Faith no more for home-grown coaches
West Indies have a new coach, but will that translate into new ideas and a new attitude and resolve from our cricketers?
John Dyson has landed the poison chalice of looking after the West Indies, ranked eighth in the world in both Tests and ODIs. In short, the West Indies are at an all-time low and, once more, an Aussie has been given the job of resurrecting the team.
Dyson has in some ways sneaked up on the job, as his name was never even mentioned in the short-list of candidates. Ottis Gibson and Dav Whatmore had topped the list or probables, but both took themselves out of the reckoning by opting for assignments, lesser in profile but lower in stress. Gibson has decided not to pass up the chance to be England's fast bowling coach and Whatmore has accepted an offer to head India's National Cricket Academy.
What is clear is that the cricket committee clearly does not have faith in a home-grown coach, as Dyson's selection is a rejection of former Test players David Williams, Phil Simmons and Eldine Baptiste.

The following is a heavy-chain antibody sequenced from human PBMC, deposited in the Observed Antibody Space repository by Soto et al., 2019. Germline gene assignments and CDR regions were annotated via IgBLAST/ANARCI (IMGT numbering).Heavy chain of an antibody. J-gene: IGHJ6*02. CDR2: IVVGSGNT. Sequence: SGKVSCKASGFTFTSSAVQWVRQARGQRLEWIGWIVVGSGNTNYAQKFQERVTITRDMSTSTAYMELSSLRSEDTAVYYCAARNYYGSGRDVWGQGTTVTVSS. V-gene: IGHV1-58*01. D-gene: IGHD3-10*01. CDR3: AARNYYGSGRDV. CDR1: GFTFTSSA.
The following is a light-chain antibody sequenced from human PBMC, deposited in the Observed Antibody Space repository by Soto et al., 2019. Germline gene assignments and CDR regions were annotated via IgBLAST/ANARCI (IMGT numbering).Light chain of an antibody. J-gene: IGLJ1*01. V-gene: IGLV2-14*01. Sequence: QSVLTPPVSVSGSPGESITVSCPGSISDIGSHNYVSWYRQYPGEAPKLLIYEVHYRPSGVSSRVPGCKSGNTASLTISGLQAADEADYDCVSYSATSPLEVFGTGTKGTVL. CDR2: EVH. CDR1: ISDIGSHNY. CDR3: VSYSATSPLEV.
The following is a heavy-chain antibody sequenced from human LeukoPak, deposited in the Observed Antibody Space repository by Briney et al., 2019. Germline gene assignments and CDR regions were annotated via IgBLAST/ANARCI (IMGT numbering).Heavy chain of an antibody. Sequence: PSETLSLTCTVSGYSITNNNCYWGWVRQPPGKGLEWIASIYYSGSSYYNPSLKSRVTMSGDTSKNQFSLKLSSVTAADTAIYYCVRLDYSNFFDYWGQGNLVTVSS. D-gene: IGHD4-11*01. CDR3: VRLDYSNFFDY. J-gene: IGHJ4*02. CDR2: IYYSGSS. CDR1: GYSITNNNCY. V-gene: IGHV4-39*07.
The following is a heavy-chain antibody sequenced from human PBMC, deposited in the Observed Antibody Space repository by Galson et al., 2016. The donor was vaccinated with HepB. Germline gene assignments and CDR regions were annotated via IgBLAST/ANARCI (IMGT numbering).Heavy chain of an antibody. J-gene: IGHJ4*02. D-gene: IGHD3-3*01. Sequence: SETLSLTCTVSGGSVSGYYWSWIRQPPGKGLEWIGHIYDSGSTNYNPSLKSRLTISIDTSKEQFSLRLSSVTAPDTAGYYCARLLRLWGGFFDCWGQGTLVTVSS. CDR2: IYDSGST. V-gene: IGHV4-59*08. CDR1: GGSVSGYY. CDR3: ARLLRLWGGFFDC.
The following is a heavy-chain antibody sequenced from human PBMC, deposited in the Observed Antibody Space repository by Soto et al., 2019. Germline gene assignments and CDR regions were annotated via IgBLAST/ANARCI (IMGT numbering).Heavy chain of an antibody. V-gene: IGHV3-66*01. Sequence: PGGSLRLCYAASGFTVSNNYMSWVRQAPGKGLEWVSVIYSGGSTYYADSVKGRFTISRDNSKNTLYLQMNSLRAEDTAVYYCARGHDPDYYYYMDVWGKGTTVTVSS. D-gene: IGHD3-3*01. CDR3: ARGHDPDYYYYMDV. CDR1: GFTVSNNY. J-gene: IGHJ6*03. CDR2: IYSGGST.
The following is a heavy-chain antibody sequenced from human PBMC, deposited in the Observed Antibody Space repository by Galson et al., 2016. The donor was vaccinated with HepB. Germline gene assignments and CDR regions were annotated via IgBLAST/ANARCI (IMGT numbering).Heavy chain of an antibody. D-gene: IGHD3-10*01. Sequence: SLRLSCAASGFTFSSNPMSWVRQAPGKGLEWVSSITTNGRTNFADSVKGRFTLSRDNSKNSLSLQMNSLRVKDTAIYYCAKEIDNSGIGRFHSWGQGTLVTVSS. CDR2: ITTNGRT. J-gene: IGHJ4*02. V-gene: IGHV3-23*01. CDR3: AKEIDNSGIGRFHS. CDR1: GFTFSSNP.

Dyson was a tough cookie as a player and dogged enough to make a Test hundred at Sydney off an attack comprising Holding, Clarke, Garner and Croft. However, it is on his ability to iron out technical flaws and turn around a feeling of hopelessness in a team that has forgot how to win that he will be judged over the next year or so.
A coach alone cannot lift the West Indies out of the doldrums. There has to be a tournament bridging the gap between the youth tournament and the first-class season, and most importantly, the creation of a professional league where some of the best players in the world will be contracted to play in the Caribbean.
It would be remiss of me if I did not say farewell to Stephen Alleyne, the imposing, self-assured cricket administrator whose dedication to the job of delivering the 2007 World Cup to world-class standards and his attention to detail earned him high respect in the region and beyond.
Stephen was a mirror-image of his father, Charles Alleyne. Both tall and upright in physique and integrity. He was a lifelong diplomat in approach - a friend of all and an enemy of none. Today, the Empire Club, the insurance industry, and the rest of this country will head to the mecca at Kensington Oval to mourn one of the leading sons of the soil.